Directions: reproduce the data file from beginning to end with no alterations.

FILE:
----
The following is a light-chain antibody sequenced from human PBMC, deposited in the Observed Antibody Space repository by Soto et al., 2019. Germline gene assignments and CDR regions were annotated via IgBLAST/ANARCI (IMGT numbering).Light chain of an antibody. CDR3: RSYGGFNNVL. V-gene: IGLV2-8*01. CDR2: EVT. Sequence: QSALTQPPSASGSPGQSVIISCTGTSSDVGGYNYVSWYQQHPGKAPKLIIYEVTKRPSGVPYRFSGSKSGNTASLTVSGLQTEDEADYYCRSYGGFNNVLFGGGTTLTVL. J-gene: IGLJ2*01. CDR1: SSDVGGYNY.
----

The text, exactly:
The following is a light-chain antibody sequenced from human PBMC, deposited in the Observed Antibody Space repository by Soto et al., 2019. Germline gene assignments and CDR regions were annotated via IgBLAST/ANARCI (IMGT numbering).Light chain of an antibody. CDR3: RSYGGFNNVL. V-gene: IGLV2-8*01. CDR2: EVT. Sequence: QSALTQPPSASGSPGQSVIISCTGTSSDVGGYNYVSWYQQHPGKAPKLIIYEVTKRPSGVPYRFSGSKSGNTASLTVSGLQTEDEADYYCRSYGGFNNVLFGGGTTLTVL. J-gene: IGLJ2*01. CDR1: SSDVGGYNY.